The Art of Enigma

The de Chirico Brothers and the Politics of Modernism

By (author) Keala Jewell

Hardback - £41.95

Publication date:

18 February 2004

Length of book:

248 pages


Penn State University Press

ISBN-13: 9780271023588

In this interdisciplinary book, Keala Jewell reunites Giorgio de Chirico (1888–1978) with his brother, Alberto Savinio (1891–1952), a prolific writer and painter who has been kept at the margins of the discussion of Surrealism and, more generally, the culture politics of twentieth-century Italy. Yet as Jewell demonstrates, the brothers worked together during their formative years in Munich and Paris and always shared, on the one hand, a drive to salvage Mediterranean myth and history and, on the other, a deep involvement with art’s power to shape cultural identity and authority.

Rather than looking for a key to unlock the secrets of the brothers’ recurrent use of dislocated spaces and bizarre hybrid figures, Jewell focuses on assessing the issues of identity and mastery put at stake in the haunting enigmas that characterize their paintings and writings. Deeply impressed by Nietzsche, she argues, they believed the "human" is inherently unstable and must be constantly "rewoven" with analogies and metaphors seized from empowering states of being.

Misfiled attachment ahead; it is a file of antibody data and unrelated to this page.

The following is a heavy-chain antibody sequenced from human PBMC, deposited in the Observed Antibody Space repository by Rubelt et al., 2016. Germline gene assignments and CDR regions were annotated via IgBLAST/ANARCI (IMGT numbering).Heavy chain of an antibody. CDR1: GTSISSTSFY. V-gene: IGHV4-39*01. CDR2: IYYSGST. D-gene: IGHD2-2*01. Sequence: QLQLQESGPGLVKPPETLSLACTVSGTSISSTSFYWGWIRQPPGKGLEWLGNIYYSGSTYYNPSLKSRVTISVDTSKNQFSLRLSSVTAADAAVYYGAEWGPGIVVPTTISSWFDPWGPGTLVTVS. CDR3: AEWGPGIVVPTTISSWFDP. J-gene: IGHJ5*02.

Jewell’s approach to the de Chirico brothers breaks new ground, not only because it brings them together as artists and writers but also because it sets the brothers within the context of myth, history, and Italian culture politics, instead of French surrealism and its aesthetic and psychoanalytic theories. Further, Jewell’s strong readings of little-known paintings and notoriously difficult texts like Giorgio de Chirico’s Ebdòmero will expand and diversify the sources used in modernist studies.

“In this fine book, Keala Jewell studies the works of Giorgio de Chirico and his younger brother Alberto Savinio who together produced an oeuvre shrouded in ‘the motif of secrecy.’ The Art of Enigma, an authentically interdisciplinary book, is the first study that considers the brothers together and addresses the important task of defining and characterizing the Metaphysical art that the brothers developed, especially as it differs from Surrealism, and establishes itself as an Italian, rather than a French, art.”

—Karen Pinkus, University of California, Los Angeles